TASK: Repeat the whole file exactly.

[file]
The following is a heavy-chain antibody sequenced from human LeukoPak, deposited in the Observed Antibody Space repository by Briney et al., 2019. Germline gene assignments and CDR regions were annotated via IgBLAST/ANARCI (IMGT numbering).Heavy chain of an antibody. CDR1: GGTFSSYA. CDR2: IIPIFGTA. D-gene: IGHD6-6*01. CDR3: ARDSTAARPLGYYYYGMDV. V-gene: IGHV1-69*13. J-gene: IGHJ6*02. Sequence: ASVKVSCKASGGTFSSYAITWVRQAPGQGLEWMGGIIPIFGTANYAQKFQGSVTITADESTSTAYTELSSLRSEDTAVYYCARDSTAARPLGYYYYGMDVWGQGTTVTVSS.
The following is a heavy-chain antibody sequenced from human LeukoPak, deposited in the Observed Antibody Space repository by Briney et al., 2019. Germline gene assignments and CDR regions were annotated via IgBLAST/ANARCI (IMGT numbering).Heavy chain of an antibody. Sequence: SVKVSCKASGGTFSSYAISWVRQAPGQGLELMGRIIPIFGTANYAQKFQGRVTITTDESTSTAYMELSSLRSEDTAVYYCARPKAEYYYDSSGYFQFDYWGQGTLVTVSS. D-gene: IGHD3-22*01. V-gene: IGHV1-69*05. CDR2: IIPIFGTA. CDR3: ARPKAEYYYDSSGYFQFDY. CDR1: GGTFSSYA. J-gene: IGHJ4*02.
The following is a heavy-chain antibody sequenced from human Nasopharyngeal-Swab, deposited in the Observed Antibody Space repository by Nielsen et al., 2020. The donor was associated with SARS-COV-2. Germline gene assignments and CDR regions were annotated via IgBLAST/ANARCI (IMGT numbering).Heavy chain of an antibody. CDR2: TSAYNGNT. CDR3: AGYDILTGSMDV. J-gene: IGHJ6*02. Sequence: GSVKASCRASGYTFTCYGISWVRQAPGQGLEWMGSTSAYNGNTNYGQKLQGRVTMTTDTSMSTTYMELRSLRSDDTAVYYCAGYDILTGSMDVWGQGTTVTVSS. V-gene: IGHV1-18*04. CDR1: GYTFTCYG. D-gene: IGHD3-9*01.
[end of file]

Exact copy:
The following is a heavy-chain antibody sequenced from human LeukoPak, deposited in the Observed Antibody Space repository by Briney et al., 2019. Germline gene assignments and CDR regions were annotated via IgBLAST/ANARCI (IMGT numbering).Heavy chain of an antibody. CDR1: GGTFSSYA. CDR2: IIPIFGTA. D-gene: IGHD6-6*01. CDR3: ARDSTAARPLGYYYYGMDV. V-gene: IGHV1-69*13. J-gene: IGHJ6*02. Sequence: ASVKVSCKASGGTFSSYAITWVRQAPGQGLEWMGGIIPIFGTANYAQKFQGSVTITADESTSTAYTELSSLRSEDTAVYYCARDSTAARPLGYYYYGMDVWGQGTTVTVSS.
The following is a heavy-chain antibody sequenced from human LeukoPak, deposited in the Observed Antibody Space repository by Briney et al., 2019. Germline gene assignments and CDR regions were annotated via IgBLAST/ANARCI (IMGT numbering).Heavy chain of an antibody. Sequence: SVKVSCKASGGTFSSYAISWVRQAPGQGLELMGRIIPIFGTANYAQKFQGRVTITTDESTSTAYMELSSLRSEDTAVYYCARPKAEYYYDSSGYFQFDYWGQGTLVTVSS. D-gene: IGHD3-22*01. V-gene: IGHV1-69*05. CDR2: IIPIFGTA. CDR3: ARPKAEYYYDSSGYFQFDY. CDR1: GGTFSSYA. J-gene: IGHJ4*02.
The following is a heavy-chain antibody sequenced from human Nasopharyngeal-Swab, deposited in the Observed Antibody Space repository by Nielsen et al., 2020. The donor was associated with SARS-COV-2. Germline gene assignments and CDR regions were annotated via IgBLAST/ANARCI (IMGT numbering).Heavy chain of an antibody. CDR2: TSAYNGNT. CDR3: AGYDILTGSMDV. J-gene: IGHJ6*02. Sequence: GSVKASCRASGYTFTCYGISWVRQAPGQGLEWMGSTSAYNGNTNYGQKLQGRVTMTTDTSMSTTYMELRSLRSDDTAVYYCAGYDILTGSMDVWGQGTTVTVSS. V-gene: IGHV1-18*04. CDR1: GYTFTCYG. D-gene: IGHD3-9*01.